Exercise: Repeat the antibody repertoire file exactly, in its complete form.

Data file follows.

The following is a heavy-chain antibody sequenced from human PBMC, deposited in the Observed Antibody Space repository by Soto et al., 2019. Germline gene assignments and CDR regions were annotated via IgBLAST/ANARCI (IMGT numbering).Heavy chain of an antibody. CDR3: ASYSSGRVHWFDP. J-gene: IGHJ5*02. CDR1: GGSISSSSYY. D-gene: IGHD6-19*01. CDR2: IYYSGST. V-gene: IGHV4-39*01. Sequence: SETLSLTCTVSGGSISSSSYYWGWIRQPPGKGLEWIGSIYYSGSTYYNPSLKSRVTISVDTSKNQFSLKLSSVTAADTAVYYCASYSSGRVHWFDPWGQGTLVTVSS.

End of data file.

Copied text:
The following is a heavy-chain antibody sequenced from human PBMC, deposited in the Observed Antibody Space repository by Soto et al., 2019. Germline gene assignments and CDR regions were annotated via IgBLAST/ANARCI (IMGT numbering).Heavy chain of an antibody. CDR3: ASYSSGRVHWFDP. J-gene: IGHJ5*02. CDR1: GGSISSSSYY. D-gene: IGHD6-19*01. CDR2: IYYSGST. V-gene: IGHV4-39*01. Sequence: SETLSLTCTVSGGSISSSSYYWGWIRQPPGKGLEWIGSIYYSGSTYYNPSLKSRVTISVDTSKNQFSLKLSSVTAADTAVYYCASYSSGRVHWFDPWGQGTLVTVSS.